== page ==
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These days, I would rather accept that the dishes need to be washed, and go ahead and do it, without all the complaining. So, I'll usually put on some music and wash to the sounds of melodies that I enjoy -- I might even sing along or dance a few dance steps in the process. If you have to do something anyway, might as well make it pleasant.

I'm sure you can think of things in your life that fit this pattern. For some it is exercising, for others a particular task at work, for you ____________ (fill in your particular task)... Whatever it is that you "hate" to do, look at it closely, and ask yourself:  Is this something I have to do? If the answer is no, then why are you doing it? If the answer is yes, then the best thing to do is to change your attitude about it.

Grin and Enjoy It!

For example, perhaps you work in an office, and are in charge of making the coffee, and as a "liberated female" you resent having to do this (or if you're a male, perhaps you think it is a "woman's job"). Well, if this is part of your job, and you like your job and don't want to leave it, then the old expression "grin and bear it" may be the solution. However, you may want to do more than "grin and bear it" since that implies suffering or martyrdom.

What you need to do is change your perception of the "coffee making". Rather than simply see the aspect of it being a "demeaning task", rather look at the happiness it brings your co-workers. As you well know, when someone "needs" their coffee, they really really need it... and that makes you a very important person in their life. You are bringing them something that is important for their emotional and mental well-being.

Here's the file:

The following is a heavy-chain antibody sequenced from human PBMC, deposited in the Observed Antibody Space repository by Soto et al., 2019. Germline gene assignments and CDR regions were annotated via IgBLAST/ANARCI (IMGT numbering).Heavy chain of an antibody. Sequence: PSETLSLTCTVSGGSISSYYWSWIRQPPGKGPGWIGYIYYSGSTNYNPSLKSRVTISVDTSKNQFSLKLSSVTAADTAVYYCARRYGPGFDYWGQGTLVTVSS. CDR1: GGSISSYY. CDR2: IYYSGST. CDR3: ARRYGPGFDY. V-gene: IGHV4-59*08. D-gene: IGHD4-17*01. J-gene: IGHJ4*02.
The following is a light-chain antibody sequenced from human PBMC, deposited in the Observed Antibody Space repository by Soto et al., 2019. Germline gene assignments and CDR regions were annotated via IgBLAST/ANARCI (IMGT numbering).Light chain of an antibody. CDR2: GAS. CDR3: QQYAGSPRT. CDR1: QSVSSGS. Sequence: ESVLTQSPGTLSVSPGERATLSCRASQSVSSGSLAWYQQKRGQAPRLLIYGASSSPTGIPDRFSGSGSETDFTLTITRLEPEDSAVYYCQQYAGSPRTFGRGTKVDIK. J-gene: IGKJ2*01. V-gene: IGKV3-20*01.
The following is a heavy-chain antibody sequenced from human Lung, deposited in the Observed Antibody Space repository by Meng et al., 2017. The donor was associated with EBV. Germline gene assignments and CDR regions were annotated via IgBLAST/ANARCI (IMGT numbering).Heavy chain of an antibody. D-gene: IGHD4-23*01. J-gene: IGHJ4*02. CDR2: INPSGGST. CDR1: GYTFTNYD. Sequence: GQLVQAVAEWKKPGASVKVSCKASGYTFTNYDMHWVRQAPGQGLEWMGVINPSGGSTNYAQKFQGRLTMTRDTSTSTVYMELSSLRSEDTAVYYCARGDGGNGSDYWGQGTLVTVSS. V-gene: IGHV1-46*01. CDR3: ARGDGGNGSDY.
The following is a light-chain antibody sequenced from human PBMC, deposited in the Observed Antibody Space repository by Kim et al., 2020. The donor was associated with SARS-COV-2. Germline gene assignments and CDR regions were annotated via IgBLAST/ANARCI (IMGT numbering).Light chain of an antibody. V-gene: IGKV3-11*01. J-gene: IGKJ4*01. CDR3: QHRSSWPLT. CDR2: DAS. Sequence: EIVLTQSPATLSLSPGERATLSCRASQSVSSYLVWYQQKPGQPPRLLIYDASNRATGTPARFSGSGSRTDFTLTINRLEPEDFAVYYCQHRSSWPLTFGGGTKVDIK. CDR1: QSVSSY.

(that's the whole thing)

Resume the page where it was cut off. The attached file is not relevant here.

Job Well Done!

So, the hated task of making coffee can be turned into providing a service that brings joy to the people who drink it. The same applies to other tedious jobs.

My first job was as a filing clerk. Mind you after three months I was bored and found another job, but while I was there, my goal was to do the job the best I could. This gave me the pleasure of a job well done. So the filing (generally not a very exciting task) became a task I could enjoy doing because I did it well, and could then congratulate myself on a job well-done.

There are many instances in our life when certain tasks cannot be avoided... sometimes it's family duties such as washing dishes, cleaning, laundry, paying bills, etc. Other times it's things at work.

If we approach each task with an attitude of doing it the best we can and doing it as a meditation, then it becomes another step on our spiritual path. If we do each thing with love instead of anger and resentment, then we get a lot out of it... peace, joy, and a feeling of fulfillment. But if we do the same task while grinding our teeth and muttering our discontent, we end up with a sour feeling of resentment, anger, and feeling bad in general.